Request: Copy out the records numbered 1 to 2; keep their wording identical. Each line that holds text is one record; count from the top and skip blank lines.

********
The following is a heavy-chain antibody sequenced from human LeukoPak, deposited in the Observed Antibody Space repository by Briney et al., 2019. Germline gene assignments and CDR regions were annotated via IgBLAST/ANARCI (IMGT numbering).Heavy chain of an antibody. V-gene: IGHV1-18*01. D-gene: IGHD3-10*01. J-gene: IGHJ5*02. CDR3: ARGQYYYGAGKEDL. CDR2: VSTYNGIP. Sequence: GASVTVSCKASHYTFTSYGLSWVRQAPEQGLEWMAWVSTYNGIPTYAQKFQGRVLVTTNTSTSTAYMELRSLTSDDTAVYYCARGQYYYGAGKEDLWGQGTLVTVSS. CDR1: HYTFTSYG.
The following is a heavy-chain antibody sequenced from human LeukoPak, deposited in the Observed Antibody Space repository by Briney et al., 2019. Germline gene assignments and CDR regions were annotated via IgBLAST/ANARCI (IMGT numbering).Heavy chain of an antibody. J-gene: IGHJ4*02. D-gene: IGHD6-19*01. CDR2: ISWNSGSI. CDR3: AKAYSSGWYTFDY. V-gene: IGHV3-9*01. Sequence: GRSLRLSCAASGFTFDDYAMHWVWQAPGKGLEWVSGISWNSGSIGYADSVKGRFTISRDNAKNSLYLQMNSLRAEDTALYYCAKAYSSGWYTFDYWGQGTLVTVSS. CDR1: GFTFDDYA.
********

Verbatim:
The following is a heavy-chain antibody sequenced from human LeukoPak, deposited in the Observed Antibody Space repository by Briney et al., 2019. Germline gene assignments and CDR regions were annotated via IgBLAST/ANARCI (IMGT numbering).Heavy chain of an antibody. V-gene: IGHV1-18*01. D-gene: IGHD3-10*01. J-gene: IGHJ5*02. CDR3: ARGQYYYGAGKEDL. CDR2: VSTYNGIP. Sequence: GASVTVSCKASHYTFTSYGLSWVRQAPEQGLEWMAWVSTYNGIPTYAQKFQGRVLVTTNTSTSTAYMELRSLTSDDTAVYYCARGQYYYGAGKEDLWGQGTLVTVSS. CDR1: HYTFTSYG.
The following is a heavy-chain antibody sequenced from human LeukoPak, deposited in the Observed Antibody Space repository by Briney et al., 2019. Germline gene assignments and CDR regions were annotated via IgBLAST/ANARCI (IMGT numbering).Heavy chain of an antibody. J-gene: IGHJ4*02. D-gene: IGHD6-19*01. CDR2: ISWNSGSI. CDR3: AKAYSSGWYTFDY. V-gene: IGHV3-9*01. Sequence: GRSLRLSCAASGFTFDDYAMHWVWQAPGKGLEWVSGISWNSGSIGYADSVKGRFTISRDNAKNSLYLQMNSLRAEDTALYYCAKAYSSGWYTFDYWGQGTLVTVSS. CDR1: GFTFDDYA.